Educational opportunities in Europe

Working abroad
European Union (EU) nationals have the right to live and work in other member states without a work permit. You will need:

  • a 10 year passport
  • normally, a residence permit if you intend to stay for more than 3 months

You have the same rights as nationals of the country you’re working in on:

  • pay
  • working conditions
  • access to housing
  • vocational training
  • social security
  • trade union membership

The International Jobsearch Advice Team can give you advice on working abroad. Contact your local Jobcentre for more information.

You can also find out if there are any suitable vacancies by calling into your local Jobcentre and asking a member of staff to search the database for you.

If you’re looking for work outside the EU, you might need a work permit or residence permit. Employers outwith the EU generally have to prove that vacancies can’t be filled from within their own country.

Contact the Embassy or High Commission of the country you want to go to. Most vacancies are dealt with by recruitment agencies and specialist journals. You can get information about employers and opportunities via the Internet.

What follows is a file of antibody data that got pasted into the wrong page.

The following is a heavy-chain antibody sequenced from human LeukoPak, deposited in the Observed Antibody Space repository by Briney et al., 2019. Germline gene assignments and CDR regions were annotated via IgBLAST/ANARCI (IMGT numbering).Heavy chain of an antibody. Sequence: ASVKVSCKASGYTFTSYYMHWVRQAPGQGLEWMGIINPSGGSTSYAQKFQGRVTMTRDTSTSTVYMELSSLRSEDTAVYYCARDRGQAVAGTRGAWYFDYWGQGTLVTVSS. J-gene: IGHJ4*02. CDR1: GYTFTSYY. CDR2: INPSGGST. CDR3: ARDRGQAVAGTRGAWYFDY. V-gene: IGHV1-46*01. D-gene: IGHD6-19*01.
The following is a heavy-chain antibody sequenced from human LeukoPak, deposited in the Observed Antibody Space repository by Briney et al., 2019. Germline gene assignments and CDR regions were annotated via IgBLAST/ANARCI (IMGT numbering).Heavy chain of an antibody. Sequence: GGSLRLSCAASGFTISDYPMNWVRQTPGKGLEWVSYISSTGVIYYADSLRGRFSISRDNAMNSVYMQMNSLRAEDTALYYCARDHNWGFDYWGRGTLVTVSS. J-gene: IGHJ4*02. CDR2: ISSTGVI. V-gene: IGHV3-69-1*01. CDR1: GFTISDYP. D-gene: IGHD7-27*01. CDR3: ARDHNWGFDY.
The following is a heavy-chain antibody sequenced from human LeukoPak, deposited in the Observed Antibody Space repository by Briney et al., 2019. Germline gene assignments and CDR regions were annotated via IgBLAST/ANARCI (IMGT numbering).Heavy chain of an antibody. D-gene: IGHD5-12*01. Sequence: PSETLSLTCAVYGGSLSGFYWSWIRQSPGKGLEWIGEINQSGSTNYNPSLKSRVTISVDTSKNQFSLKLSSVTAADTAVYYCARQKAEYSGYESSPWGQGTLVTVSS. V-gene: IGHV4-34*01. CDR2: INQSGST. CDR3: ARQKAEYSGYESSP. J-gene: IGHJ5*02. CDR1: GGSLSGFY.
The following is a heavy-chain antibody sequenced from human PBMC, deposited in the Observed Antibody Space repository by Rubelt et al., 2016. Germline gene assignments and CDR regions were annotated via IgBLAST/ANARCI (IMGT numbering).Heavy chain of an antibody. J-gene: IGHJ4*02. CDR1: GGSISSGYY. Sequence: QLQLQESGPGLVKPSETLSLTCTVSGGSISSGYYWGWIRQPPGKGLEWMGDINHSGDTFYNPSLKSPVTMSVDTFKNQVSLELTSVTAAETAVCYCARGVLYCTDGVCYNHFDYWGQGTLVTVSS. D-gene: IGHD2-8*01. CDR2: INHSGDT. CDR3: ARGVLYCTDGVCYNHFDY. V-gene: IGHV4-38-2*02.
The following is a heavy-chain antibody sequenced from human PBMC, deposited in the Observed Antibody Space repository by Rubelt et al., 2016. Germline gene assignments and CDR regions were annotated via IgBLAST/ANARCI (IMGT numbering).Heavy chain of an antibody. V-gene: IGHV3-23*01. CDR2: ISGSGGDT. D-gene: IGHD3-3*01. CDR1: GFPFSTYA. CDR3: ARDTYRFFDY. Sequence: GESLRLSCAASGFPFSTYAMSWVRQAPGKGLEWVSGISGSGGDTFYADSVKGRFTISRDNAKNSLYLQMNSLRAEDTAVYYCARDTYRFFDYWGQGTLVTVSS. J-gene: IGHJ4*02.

You’ll want to know if your qualifications will be recognised in the country you want to go to. Your local Jobcentre has factsheets on many countries which could help. EU countries have agreed that qualifications leading to a regulated profession and obtained after at least three years study should be considered of equivalent value. Not all professions are included.

You can have your qualifications equated by contacting the National Academic Recognition Information Centre (NARIC).   

Phone NARIC between 9 and 5 Monday to Friday - tel: 0871 3307033 .  There’s normally a charge which depends on how much research is needed. You’ll be told in advance if there’s a charge.

Studying abroad
You’ll find that many of the questions about studying abroad are the same as for studying in the UK:

  • what you want to study
  • where you want to study
  • finance, or accommodation

You might go abroad as part of your UK course, or you might want to take a course in another country. Some UK universities may have links with exchange programmes.

It’s important to be fluent in the language of the country you want to go to, although universities may use English for teaching purposes. You should also find out as much as you can about the country and the university or college you have in mind.

It takes a long time to go through the application process for a course in the UK, and the added considerations in wanting to study abroad can make it a longer process.

University Careers Advisory Services stock a range of useful publications, particularly for postgraduate study. Resources include the Petersen Guides (for study in the USA) and publications for Commonwealth universities.

A vast amount of information is available via the Internet (universities may restrict access to their own students).

Useful links about studying and working in Europe:

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